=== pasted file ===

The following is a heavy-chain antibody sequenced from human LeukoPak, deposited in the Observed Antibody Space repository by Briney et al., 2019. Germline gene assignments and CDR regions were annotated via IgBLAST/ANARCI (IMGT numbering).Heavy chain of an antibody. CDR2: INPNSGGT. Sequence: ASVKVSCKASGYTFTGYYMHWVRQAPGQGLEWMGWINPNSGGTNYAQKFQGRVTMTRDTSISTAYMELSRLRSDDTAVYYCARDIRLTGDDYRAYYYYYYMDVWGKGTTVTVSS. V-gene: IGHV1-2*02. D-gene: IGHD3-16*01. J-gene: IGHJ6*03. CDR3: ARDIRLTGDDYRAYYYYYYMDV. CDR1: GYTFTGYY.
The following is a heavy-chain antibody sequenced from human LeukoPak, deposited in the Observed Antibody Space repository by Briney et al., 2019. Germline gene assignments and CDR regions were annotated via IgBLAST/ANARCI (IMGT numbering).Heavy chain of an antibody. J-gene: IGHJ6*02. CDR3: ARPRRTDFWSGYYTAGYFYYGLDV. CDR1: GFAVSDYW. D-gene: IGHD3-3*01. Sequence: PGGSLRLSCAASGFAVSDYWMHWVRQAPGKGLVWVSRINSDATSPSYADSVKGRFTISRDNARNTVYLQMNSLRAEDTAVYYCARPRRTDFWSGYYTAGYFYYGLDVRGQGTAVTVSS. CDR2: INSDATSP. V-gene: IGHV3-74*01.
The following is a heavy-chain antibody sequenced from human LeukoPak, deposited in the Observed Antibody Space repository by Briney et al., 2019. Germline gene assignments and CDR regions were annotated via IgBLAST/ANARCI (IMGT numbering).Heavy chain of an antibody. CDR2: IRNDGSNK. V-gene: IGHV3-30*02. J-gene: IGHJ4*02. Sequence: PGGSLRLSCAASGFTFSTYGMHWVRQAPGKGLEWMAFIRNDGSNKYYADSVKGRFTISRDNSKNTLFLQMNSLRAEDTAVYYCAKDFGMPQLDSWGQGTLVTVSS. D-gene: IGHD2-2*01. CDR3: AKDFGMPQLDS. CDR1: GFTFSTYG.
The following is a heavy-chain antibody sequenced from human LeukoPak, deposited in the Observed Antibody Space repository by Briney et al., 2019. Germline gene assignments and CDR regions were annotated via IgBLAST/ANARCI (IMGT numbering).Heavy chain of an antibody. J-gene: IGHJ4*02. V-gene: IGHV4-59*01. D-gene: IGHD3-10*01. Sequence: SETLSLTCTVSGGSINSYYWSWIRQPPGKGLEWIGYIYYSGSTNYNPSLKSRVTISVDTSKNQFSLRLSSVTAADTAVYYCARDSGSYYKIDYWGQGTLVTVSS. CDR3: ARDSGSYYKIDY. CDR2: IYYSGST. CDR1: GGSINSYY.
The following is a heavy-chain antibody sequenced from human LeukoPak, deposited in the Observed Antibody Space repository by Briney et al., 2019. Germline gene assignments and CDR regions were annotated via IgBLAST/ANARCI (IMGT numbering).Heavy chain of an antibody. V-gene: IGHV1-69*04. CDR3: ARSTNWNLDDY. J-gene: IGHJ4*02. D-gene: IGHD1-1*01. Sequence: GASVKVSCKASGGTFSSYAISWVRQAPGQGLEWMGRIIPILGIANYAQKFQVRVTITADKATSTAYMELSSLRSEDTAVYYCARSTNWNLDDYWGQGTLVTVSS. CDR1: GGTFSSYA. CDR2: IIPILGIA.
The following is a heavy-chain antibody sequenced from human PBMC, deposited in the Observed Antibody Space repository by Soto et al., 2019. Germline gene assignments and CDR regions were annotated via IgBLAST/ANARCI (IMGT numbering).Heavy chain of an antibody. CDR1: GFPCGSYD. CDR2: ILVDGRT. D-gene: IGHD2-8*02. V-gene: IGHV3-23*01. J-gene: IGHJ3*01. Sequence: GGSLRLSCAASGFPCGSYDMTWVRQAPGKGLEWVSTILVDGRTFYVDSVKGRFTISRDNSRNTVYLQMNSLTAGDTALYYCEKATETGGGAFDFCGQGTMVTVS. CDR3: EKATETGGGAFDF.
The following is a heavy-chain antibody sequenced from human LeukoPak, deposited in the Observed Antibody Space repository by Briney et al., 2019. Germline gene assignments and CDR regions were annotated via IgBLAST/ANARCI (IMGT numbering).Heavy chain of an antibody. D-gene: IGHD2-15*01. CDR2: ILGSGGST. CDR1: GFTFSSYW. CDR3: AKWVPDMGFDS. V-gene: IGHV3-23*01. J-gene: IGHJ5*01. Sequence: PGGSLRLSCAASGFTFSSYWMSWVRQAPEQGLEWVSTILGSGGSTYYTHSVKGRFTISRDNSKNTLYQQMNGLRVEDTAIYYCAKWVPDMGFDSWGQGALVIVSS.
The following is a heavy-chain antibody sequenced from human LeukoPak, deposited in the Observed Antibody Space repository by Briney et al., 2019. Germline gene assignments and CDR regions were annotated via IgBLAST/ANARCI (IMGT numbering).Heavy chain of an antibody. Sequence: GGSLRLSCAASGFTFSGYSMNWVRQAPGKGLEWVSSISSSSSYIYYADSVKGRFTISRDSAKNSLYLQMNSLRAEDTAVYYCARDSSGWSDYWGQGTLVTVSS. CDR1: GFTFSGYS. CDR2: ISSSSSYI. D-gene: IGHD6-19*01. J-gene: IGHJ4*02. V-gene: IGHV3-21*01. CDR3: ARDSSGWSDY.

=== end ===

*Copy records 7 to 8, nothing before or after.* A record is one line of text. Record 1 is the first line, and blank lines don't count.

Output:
The following is a heavy-chain antibody sequenced from human LeukoPak, deposited in the Observed Antibody Space repository by Briney et al., 2019. Germline gene assignments and CDR regions were annotated via IgBLAST/ANARCI (IMGT numbering).Heavy chain of an antibody. D-gene: IGHD2-15*01. CDR2: ILGSGGST. CDR1: GFTFSSYW. CDR3: AKWVPDMGFDS. V-gene: IGHV3-23*01. J-gene: IGHJ5*01. Sequence: PGGSLRLSCAASGFTFSSYWMSWVRQAPEQGLEWVSTILGSGGSTYYTHSVKGRFTISRDNSKNTLYQQMNGLRVEDTAIYYCAKWVPDMGFDSWGQGALVIVSS.
The following is a heavy-chain antibody sequenced from human LeukoPak, deposited in the Observed Antibody Space repository by Briney et al., 2019. Germline gene assignments and CDR regions were annotated via IgBLAST/ANARCI (IMGT numbering).Heavy chain of an antibody. Sequence: GGSLRLSCAASGFTFSGYSMNWVRQAPGKGLEWVSSISSSSSYIYYADSVKGRFTISRDSAKNSLYLQMNSLRAEDTAVYYCARDSSGWSDYWGQGTLVTVSS. CDR1: GFTFSGYS. CDR2: ISSSSSYI. D-gene: IGHD6-19*01. J-gene: IGHJ4*02. V-gene: IGHV3-21*01. CDR3: ARDSSGWSDY.